A FORMER war minister whose affair with a teenage call-girl caused one the biggest political scandals in modern history has been remembered as a "charming person".
John Profumo, the MP for Stratford-upon-Avon in the 1950s and 60s who lived in Shotteswell, died last week aged 91.
He hit the headlines after lying about his month-long affair with Christine Keeler in 1961 in a statement to the House of Commons.
The affair raised security concerns because it emerged that Miss Keeler had been having simultaneous affairs with Mr Profumo and a Russian naval attache.
He was finally forced to admit the relationship and resigned from the Cabinet and as an MP in 1963. The episode hastened the downfall of Harold Macmillan's government.
When the affair became public, national journalists offered local people 100 to reveal where he was. It later emerged he had spent 13 days hiding at his friend Air Commodore Victor Willis's home in Radway.
The Banbury Guardian's coverage of the affair made news all over the world. In an editorial, the paper's owner Woodrow Wyatt called for tolerance and understanding of the disgraced politician and vowed the Guardian would not judge him.
A survey of hundreds of people in south Warwickshire was carried out and revealed while they did not condone Profumo's lie in the Commons, they did not condemn him for his affair. This coverage made the front pages of most national newspapers in the country and was mentioned in the press in Washington, Sydney and Moscow.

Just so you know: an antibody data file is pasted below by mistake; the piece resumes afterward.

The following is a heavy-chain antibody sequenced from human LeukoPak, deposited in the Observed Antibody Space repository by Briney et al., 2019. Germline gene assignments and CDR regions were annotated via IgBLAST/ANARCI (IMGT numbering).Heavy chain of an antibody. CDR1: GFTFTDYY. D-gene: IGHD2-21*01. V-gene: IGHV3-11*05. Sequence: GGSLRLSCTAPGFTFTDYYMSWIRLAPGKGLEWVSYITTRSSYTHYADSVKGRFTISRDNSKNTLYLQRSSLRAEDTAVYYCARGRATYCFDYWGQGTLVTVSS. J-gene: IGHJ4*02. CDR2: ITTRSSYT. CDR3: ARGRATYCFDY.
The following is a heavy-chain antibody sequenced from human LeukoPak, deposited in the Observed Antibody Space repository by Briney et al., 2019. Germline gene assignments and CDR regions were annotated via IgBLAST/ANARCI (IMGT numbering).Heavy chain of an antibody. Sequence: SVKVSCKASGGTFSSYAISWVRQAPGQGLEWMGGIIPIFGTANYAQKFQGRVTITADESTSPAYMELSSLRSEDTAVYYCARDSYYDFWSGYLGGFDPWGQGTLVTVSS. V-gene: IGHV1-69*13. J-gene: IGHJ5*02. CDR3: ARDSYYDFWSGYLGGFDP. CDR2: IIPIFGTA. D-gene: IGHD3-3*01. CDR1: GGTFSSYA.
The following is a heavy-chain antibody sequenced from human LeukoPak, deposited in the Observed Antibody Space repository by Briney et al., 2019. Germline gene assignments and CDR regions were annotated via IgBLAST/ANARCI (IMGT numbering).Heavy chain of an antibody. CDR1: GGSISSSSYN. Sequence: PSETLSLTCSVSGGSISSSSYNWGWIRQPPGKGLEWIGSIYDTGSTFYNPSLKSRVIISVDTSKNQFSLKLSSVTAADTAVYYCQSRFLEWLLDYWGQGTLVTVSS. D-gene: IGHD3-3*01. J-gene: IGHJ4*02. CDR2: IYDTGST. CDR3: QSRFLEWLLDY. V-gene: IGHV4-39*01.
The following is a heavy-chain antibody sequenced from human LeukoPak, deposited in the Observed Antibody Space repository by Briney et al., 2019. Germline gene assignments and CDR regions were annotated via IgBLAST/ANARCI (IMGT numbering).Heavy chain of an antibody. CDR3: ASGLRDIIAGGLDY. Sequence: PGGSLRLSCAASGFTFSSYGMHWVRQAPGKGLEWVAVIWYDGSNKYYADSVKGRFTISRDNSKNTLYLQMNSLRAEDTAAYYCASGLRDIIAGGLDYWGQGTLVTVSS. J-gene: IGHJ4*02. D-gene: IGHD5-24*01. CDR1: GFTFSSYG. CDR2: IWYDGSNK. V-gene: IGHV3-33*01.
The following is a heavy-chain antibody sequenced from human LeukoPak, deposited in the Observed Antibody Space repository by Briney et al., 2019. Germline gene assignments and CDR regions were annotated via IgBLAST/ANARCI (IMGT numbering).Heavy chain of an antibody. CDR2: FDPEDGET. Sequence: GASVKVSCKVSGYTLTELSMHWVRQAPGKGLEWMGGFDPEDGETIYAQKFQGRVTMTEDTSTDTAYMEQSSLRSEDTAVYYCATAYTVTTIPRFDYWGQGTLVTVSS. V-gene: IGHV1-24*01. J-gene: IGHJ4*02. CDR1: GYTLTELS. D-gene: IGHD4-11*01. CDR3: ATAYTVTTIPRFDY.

Bernard Levin, on ITV's What the Papers Say, said instead of "seething with horror and revulsion, the Banbury Guardian took the revolutionary step of going out and asking the constituents.'
Former Banbury Town Mayor Rosemarie Higham bought Cherry Lodge in Shotteswell from Mr Profumo in 1987. She said: "When I bought it I couldn't have wished to deal with a nicer person. He was very charming and straightforward."
Mrs Higham said Mr Profumo and his wife Valerie had used the house as a constituency home when he was a Tory MP. It was a cottage owned by his sister which he had extended by Cherry's of Cropredy after his family home, Avon Carrow in Avon Dassett, was sold.
He had been a keen member of the Warwickshire Hunt and Mrs Higham said her dining room had been a drying room for hunting boots and clothes. Equestrian prints were all over the house.
She added over the years numerous people who had been entertained by the Profumos, including a Spanish ambassador, had knocked at the door asking if he still lived there and people have been to see the house to take photographs.
Mrs Higham said: 'I thought the house had a very good feel about it from the moment I came through the door and I feel extremely lucky to live here."